|The stupid question is the question not asked|
Re: Re: Re: Re: Perl Functionality in Javaby zaimoni (Beadle)
|on Nov 08, 2002 at 05:14 UTC||Need Help??|
Hogwash. The problem presented is one of an experienced programmer in language X starting a new project in language Y. This is entirely different from the problem of a language designer, expert in both languages X and Y, creating a new language Z.
Neither of us know how many languages the querent is familiar with (as opposed to fluent). If he has already written programs in 10+ languages (like me), it is fully legitimate to consider starting a new project in language Y to be a variant of creating a new language Z based in both languages X and Y. Besides, he needs something to analogize from. Since he's Perl-dominant, he should analogize from Perl.
... However, for a Perl geek trying to swim in the Java swamp, these imported idioms will essentially act as a crutch. Worse, they will render his code unmaintainable by normal Java programmers. All in all, I think this is best avoided.
After learning Java. Not now: don't "put the cart before the horse". It might be wise for the querent to review the Java and C/C++ sections of the perltrap doc "in reverse".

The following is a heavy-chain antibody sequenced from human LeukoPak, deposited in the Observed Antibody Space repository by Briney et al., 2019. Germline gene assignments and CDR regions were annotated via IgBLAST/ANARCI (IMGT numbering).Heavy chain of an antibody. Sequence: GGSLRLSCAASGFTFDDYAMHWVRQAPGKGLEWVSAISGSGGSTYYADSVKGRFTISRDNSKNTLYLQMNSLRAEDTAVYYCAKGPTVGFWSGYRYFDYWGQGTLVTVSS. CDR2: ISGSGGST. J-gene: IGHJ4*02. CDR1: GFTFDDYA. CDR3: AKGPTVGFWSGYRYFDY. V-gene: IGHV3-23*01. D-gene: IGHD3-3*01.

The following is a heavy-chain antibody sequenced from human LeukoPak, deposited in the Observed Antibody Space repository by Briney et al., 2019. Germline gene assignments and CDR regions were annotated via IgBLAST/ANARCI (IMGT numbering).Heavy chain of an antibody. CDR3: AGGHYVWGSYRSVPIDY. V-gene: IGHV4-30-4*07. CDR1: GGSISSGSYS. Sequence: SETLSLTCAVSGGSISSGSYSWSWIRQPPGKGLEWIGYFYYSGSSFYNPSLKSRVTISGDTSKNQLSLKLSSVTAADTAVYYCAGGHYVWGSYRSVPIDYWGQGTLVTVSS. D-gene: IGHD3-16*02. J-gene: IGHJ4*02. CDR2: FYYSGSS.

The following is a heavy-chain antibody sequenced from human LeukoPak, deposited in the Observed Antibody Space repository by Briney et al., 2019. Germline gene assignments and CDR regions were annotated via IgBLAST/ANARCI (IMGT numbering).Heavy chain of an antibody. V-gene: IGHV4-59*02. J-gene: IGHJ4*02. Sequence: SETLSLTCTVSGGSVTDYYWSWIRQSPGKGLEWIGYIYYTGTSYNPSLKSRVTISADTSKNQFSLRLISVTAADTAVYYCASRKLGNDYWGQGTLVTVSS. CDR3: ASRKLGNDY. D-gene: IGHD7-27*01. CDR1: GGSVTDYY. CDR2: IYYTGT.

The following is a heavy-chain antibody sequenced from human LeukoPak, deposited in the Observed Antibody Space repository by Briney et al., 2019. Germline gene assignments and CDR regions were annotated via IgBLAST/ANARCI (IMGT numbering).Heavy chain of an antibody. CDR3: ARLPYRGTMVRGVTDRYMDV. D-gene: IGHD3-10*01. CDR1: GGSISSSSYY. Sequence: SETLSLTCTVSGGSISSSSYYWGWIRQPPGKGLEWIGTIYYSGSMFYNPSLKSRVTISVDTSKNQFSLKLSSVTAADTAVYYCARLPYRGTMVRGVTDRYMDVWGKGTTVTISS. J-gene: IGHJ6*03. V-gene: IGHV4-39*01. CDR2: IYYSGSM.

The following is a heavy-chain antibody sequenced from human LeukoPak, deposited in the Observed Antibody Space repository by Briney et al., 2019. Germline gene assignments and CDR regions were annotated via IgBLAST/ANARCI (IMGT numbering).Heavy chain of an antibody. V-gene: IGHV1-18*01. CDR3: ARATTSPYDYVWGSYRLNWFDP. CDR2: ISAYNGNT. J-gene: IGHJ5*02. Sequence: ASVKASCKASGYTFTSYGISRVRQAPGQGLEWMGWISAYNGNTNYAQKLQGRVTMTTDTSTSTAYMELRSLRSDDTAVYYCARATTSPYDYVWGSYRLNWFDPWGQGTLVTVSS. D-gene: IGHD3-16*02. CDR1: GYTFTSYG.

Since his employers dragged him into a Java project, they implicitly asked for these imported idioms. Furthermore, the project may be assumed to either be very well planned (in which case this should be anticipated), or very behind schedule (in which case they won't care).
Assuming both adequate comments and compliance to corporate style guidelines, Java programmers that cannot maintain the resulting code probably can't write code, either. Interpreting Perl idioms in Java is easy, compared to interpreting them in ML. (Ever try emulating a grep or map with no loop control structures, only recursion and branching?)
He will have to Java-ize these idioms for performance reasons, anyway. Think of it as rapid code prototyping followed by conversion of performance bottlenecks.